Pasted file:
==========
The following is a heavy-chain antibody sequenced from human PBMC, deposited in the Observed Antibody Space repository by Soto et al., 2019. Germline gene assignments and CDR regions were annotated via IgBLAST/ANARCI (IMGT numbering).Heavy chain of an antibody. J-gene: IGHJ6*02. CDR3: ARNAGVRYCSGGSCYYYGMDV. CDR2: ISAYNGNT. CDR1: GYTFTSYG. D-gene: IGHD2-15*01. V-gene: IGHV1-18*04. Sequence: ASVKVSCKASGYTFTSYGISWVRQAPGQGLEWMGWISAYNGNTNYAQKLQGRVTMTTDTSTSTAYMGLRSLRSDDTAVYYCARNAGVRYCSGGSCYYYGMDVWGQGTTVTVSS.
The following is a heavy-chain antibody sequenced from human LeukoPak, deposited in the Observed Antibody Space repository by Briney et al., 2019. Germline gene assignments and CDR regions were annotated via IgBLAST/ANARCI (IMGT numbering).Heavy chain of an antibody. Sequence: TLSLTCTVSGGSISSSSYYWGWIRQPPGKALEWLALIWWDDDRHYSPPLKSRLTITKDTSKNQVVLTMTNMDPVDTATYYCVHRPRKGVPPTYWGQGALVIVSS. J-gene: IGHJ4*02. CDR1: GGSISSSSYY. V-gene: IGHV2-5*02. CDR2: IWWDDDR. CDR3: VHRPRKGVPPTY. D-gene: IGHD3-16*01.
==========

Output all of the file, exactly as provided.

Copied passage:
The following is a heavy-chain antibody sequenced from human PBMC, deposited in the Observed Antibody Space repository by Soto et al., 2019. Germline gene assignments and CDR regions were annotated via IgBLAST/ANARCI (IMGT numbering).Heavy chain of an antibody. J-gene: IGHJ6*02. CDR3: ARNAGVRYCSGGSCYYYGMDV. CDR2: ISAYNGNT. CDR1: GYTFTSYG. D-gene: IGHD2-15*01. V-gene: IGHV1-18*04. Sequence: ASVKVSCKASGYTFTSYGISWVRQAPGQGLEWMGWISAYNGNTNYAQKLQGRVTMTTDTSTSTAYMGLRSLRSDDTAVYYCARNAGVRYCSGGSCYYYGMDVWGQGTTVTVSS.
The following is a heavy-chain antibody sequenced from human LeukoPak, deposited in the Observed Antibody Space repository by Briney et al., 2019. Germline gene assignments and CDR regions were annotated via IgBLAST/ANARCI (IMGT numbering).Heavy chain of an antibody. Sequence: TLSLTCTVSGGSISSSSYYWGWIRQPPGKALEWLALIWWDDDRHYSPPLKSRLTITKDTSKNQVVLTMTNMDPVDTATYYCVHRPRKGVPPTYWGQGALVIVSS. J-gene: IGHJ4*02. CDR1: GGSISSSSYY. V-gene: IGHV2-5*02. CDR2: IWWDDDR. CDR3: VHRPRKGVPPTY. D-gene: IGHD3-16*01.